Friday, August 31, 2012

Help! My middle's sagging...

With every new plot idea, I struggle with 'what happens next?' In other words, how to correct the dreaded 'sagging middle.'

For help understanding this, I turned to the Master of Suspense, Dean Koontz, who has an uncanny skill for creating page-turning bestsellers.

For instance, in his book, RELENTLESS, Mr. Koontz uses several distinct tools to keep us 'hooked' throughout the story:
  • Putting loved ones in danger.
  • Shocking revelations.
  • Introducing characters or plot twists.
  • Foreshadowing.
After the initial triple-peak jolt, there are four separate 'spikes' in tension before the penultimate climax. (Geek alert: Yes, I made a chart.)

With few exceptions, each chapter begins at a marginally diminished 'thrill score' and then builds, with the baseline gradually rising throughout the book. At the end of each chapter Mr. Koontz employs one of his tools to raise tension. Chapters get short, things speed up, and we have no choice but to turn the page.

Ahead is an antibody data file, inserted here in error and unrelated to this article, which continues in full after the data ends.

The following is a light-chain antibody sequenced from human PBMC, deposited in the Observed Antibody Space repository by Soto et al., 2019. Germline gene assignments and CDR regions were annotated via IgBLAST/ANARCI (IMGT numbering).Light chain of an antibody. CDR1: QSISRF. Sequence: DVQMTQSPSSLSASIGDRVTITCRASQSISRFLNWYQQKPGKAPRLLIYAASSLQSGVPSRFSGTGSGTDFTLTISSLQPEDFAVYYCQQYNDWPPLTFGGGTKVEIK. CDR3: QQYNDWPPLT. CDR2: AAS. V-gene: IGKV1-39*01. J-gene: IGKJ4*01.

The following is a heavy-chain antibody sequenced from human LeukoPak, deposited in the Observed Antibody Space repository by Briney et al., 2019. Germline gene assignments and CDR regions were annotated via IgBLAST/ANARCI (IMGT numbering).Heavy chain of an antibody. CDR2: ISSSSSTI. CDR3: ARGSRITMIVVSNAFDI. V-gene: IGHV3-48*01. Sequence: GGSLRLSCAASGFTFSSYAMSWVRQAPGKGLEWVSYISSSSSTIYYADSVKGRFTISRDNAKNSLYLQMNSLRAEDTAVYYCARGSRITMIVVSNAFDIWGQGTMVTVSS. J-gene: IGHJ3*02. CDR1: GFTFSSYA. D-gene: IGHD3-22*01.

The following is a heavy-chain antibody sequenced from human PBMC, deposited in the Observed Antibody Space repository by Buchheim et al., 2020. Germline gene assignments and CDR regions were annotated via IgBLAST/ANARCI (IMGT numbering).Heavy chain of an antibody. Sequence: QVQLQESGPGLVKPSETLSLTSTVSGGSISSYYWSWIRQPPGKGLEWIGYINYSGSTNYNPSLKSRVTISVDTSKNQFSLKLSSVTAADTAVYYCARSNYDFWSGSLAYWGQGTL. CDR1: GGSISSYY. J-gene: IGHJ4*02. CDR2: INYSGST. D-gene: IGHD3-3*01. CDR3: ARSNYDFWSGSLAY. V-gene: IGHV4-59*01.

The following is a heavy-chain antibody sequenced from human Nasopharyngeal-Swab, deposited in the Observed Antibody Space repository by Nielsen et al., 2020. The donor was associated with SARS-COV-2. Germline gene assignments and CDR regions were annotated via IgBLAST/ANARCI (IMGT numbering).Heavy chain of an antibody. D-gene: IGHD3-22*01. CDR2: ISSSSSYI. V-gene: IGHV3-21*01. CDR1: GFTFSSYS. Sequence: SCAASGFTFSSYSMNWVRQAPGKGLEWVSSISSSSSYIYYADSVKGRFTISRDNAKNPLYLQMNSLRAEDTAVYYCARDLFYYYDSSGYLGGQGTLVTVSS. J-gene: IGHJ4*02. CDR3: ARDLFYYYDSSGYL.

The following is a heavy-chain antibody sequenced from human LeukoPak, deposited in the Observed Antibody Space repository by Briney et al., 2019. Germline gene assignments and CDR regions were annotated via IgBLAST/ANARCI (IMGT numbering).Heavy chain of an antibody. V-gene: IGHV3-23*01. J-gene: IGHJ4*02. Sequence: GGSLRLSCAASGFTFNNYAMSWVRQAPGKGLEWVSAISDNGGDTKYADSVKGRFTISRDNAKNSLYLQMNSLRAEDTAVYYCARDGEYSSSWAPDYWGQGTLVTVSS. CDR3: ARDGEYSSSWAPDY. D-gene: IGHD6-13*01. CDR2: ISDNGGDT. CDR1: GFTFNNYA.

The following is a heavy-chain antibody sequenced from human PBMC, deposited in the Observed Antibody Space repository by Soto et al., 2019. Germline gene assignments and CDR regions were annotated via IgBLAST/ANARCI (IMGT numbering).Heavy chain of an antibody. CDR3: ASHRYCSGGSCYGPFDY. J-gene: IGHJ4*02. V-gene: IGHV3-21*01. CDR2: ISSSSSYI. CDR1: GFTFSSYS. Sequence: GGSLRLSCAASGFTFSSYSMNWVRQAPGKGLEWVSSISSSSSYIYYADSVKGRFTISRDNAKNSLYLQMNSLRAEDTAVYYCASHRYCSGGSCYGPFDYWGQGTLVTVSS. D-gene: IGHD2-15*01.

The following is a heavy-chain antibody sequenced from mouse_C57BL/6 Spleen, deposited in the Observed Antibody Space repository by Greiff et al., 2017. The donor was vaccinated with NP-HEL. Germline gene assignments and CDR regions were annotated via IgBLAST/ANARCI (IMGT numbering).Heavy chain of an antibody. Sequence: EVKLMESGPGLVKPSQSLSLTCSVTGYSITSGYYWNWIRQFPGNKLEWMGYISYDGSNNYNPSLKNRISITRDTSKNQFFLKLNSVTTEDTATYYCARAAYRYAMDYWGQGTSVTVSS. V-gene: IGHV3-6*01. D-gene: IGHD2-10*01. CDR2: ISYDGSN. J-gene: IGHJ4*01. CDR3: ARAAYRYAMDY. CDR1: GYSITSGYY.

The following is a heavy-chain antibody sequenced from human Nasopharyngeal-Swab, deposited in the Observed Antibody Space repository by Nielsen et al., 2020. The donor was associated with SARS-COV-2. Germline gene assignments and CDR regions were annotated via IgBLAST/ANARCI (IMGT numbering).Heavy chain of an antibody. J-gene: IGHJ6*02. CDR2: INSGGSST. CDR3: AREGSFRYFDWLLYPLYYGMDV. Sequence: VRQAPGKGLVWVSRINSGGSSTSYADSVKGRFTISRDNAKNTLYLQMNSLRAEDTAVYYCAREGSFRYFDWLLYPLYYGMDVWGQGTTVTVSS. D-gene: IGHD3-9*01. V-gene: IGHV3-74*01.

The overall story arc goes something like this:
  • Peaks 1-3: Trouble's brewing.
  • Peak 4: The devil breaks loose.
  • Peak 5: (Smaller triple spike. We can't catch our breath.) We're losing, winning, losing.
  • Peak 6: We've lost.
  • Peak 7: No! We're going to make it.
  • Peak 8: We showed them, didn't we? Yay good guys!
Again, a general trend is for early spikes to be high/shorter duration and for middle spikes to have longer duration made up of several mini-spikes. The final climax is...breathtaking.

While I dislike the idea of plot formulas, I want my stories to be a thrilling experience for the reader. In my latest project, I've already noticed how using Mr. Koontz' strategy has sharpened the tension.

Someday I'll have to thank him for helping me with my sagging middle.

Cheers...and happy writing!


1 comment:

  1. "Someday I'll have to thank him for helping me with my sagging middle."

    LOL, T. Imagining this made me laugh. I can see this! (Especially given that your own middle is so far from sagging!)


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